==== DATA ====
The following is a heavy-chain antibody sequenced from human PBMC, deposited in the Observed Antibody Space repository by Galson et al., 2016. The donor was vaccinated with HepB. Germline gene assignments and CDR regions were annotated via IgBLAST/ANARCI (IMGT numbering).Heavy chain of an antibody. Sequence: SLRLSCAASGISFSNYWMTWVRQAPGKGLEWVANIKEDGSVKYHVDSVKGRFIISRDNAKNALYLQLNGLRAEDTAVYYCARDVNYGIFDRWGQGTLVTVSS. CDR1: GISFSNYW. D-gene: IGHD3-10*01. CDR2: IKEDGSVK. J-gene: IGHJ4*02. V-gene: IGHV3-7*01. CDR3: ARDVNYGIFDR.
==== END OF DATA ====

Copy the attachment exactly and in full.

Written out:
The following is a heavy-chain antibody sequenced from human PBMC, deposited in the Observed Antibody Space repository by Galson et al., 2016. The donor was vaccinated with HepB. Germline gene assignments and CDR regions were annotated via IgBLAST/ANARCI (IMGT numbering).Heavy chain of an antibody. Sequence: SLRLSCAASGISFSNYWMTWVRQAPGKGLEWVANIKEDGSVKYHVDSVKGRFIISRDNAKNALYLQLNGLRAEDTAVYYCARDVNYGIFDRWGQGTLVTVSS. CDR1: GISFSNYW. D-gene: IGHD3-10*01. CDR2: IKEDGSVK. J-gene: IGHJ4*02. V-gene: IGHV3-7*01. CDR3: ARDVNYGIFDR.